|Dol Guldur by Angus McBride|
10 years later in 2951 Sauron declared himself openly in Mordor and sent Khumul (the second chief of the Nazgul) along two other Ringwraiths to reoccupy Dol Guldur.
3019 T.A. saw the War of the Ring. On the 11th of March an assault on Lorien was launched from Dol Guldur. Four days later a second assault on Lorien was made and week after on the 22nd the third and final assault was waged. Meanwhile, in the north of Mirkwood Thranduil's hands were full holding back a large contingent of orcs also sent from Dol Guldur. After a "long battle" under the trees full of "great ruin and fire" the elves gained the upper hand.* On the 25th of March the Ring was destroyed and the Tower of Barad-dur fell. Two days later on the 27th Celeborn and the Galadhrim crossed the Anduin and took Dol Guldur. Galadriel threw down its walls and laid bare its pits, and the forest was cleansed.
After the War of the Ring the southern part of Mirkwood became incorporated into the realm of Lorien and was named East Lorien.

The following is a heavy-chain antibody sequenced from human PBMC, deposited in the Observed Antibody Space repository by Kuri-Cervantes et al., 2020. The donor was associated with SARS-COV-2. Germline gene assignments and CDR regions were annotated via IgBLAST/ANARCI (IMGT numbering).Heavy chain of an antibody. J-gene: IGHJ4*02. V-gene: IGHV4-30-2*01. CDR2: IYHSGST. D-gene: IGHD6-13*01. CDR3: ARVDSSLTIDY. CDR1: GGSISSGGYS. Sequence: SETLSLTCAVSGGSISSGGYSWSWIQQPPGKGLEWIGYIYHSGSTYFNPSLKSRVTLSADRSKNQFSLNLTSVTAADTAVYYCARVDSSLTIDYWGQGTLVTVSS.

I don't know about you, but I always find images and graphics very helpful when dealing with a lot of dates. Below you'll find a timeline I put together laying out the key events in the history of Dol Guldur described above. The type is a bit small so you may have to click the image to view it at a larger size.
Sauron's decision to primarily occupy Dol Guldur during the Third Age was calculated and strategic for two main reasons. First, to search for The Rings of Power. To regain his full strength Sauron needed to reclaim the Rings and particularly The One. Dol Guldur was the largest, most defensible, vacant stronghold from which to access the Gladden Fields, the last known location of The Ring. It also provided a central location for his spies to search out enemy lands and seek the other Rings.
"'I knew he [Sauron] was preparing for a great war. How would he begin? Would he try first to re-occupy Mordor, or would he first attack the chief strongholds of his enemies? I [Gandalf] thought then, and I am sure now, that to attack Lorien and Rivendell, as soon as he was strong enough, was his original plan. It would have been a much better plan for him, and much worse for us."
The re-establishment of The Kingdom under the Mountain and the White Council's assault on Dol Guldur in 2941 T.A. hindered Sauron's plans and forced him out of Rhovanion. Later, during the War of the Ring Sauron still attempted to weaken the North with assaults against Lorien, the Woodland Realm, Erebor, and Dale, but his main focus was in the south against Gondor.